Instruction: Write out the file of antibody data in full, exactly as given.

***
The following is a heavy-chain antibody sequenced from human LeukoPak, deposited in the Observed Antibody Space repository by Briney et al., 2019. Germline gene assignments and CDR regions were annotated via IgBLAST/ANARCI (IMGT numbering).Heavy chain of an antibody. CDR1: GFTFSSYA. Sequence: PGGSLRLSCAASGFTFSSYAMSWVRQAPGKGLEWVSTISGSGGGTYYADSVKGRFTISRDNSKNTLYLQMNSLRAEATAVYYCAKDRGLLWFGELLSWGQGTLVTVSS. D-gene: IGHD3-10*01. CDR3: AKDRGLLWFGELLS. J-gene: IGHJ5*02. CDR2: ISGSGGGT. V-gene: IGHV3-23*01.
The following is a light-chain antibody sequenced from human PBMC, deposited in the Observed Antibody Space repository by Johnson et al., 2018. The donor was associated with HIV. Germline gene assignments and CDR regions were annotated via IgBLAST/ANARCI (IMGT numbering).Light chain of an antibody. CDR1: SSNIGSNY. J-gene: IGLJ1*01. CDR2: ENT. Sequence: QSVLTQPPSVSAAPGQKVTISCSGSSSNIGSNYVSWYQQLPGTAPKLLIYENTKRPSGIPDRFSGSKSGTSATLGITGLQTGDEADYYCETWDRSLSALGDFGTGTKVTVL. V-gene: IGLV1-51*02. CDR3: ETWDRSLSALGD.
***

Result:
The following is a heavy-chain antibody sequenced from human LeukoPak, deposited in the Observed Antibody Space repository by Briney et al., 2019. Germline gene assignments and CDR regions were annotated via IgBLAST/ANARCI (IMGT numbering).Heavy chain of an antibody. CDR1: GFTFSSYA. Sequence: PGGSLRLSCAASGFTFSSYAMSWVRQAPGKGLEWVSTISGSGGGTYYADSVKGRFTISRDNSKNTLYLQMNSLRAEATAVYYCAKDRGLLWFGELLSWGQGTLVTVSS. D-gene: IGHD3-10*01. CDR3: AKDRGLLWFGELLS. J-gene: IGHJ5*02. CDR2: ISGSGGGT. V-gene: IGHV3-23*01.
The following is a light-chain antibody sequenced from human PBMC, deposited in the Observed Antibody Space repository by Johnson et al., 2018. The donor was associated with HIV. Germline gene assignments and CDR regions were annotated via IgBLAST/ANARCI (IMGT numbering).Light chain of an antibody. CDR1: SSNIGSNY. J-gene: IGLJ1*01. CDR2: ENT. Sequence: QSVLTQPPSVSAAPGQKVTISCSGSSSNIGSNYVSWYQQLPGTAPKLLIYENTKRPSGIPDRFSGSKSGTSATLGITGLQTGDEADYYCETWDRSLSALGDFGTGTKVTVL. V-gene: IGLV1-51*02. CDR3: ETWDRSLSALGD.